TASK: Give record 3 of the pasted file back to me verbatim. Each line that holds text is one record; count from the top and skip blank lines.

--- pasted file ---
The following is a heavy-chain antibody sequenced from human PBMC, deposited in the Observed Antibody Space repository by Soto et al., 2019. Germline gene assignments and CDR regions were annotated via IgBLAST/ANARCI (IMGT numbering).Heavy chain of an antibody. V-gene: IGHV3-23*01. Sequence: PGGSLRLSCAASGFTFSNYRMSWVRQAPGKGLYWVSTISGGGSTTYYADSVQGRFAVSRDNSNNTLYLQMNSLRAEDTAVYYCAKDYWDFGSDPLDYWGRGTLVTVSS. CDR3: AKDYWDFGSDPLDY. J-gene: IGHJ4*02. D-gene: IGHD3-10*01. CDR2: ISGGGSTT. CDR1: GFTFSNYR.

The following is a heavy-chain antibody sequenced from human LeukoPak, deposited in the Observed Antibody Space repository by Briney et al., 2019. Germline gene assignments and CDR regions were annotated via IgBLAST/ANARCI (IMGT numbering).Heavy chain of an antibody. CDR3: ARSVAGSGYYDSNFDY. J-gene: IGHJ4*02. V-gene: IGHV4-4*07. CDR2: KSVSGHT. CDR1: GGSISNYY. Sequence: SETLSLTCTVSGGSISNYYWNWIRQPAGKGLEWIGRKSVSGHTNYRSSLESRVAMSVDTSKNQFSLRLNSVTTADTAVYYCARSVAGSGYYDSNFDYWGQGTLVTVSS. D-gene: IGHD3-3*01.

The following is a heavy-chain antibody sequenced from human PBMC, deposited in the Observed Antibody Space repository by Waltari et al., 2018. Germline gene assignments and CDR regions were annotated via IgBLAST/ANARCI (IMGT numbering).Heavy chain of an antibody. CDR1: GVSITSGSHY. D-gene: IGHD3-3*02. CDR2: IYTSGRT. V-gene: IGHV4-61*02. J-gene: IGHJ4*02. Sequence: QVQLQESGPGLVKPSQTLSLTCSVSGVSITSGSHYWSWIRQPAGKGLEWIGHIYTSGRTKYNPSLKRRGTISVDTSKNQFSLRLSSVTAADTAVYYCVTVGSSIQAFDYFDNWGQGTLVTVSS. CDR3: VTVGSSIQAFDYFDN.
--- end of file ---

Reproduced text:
The following is a heavy-chain antibody sequenced from human PBMC, deposited in the Observed Antibody Space repository by Waltari et al., 2018. Germline gene assignments and CDR regions were annotated via IgBLAST/ANARCI (IMGT numbering).Heavy chain of an antibody. CDR1: GVSITSGSHY. D-gene: IGHD3-3*02. CDR2: IYTSGRT. V-gene: IGHV4-61*02. J-gene: IGHJ4*02. Sequence: QVQLQESGPGLVKPSQTLSLTCSVSGVSITSGSHYWSWIRQPAGKGLEWIGHIYTSGRTKYNPSLKRRGTISVDTSKNQFSLRLSSVTAADTAVYYCVTVGSSIQAFDYFDNWGQGTLVTVSS. CDR3: VTVGSSIQAFDYFDN.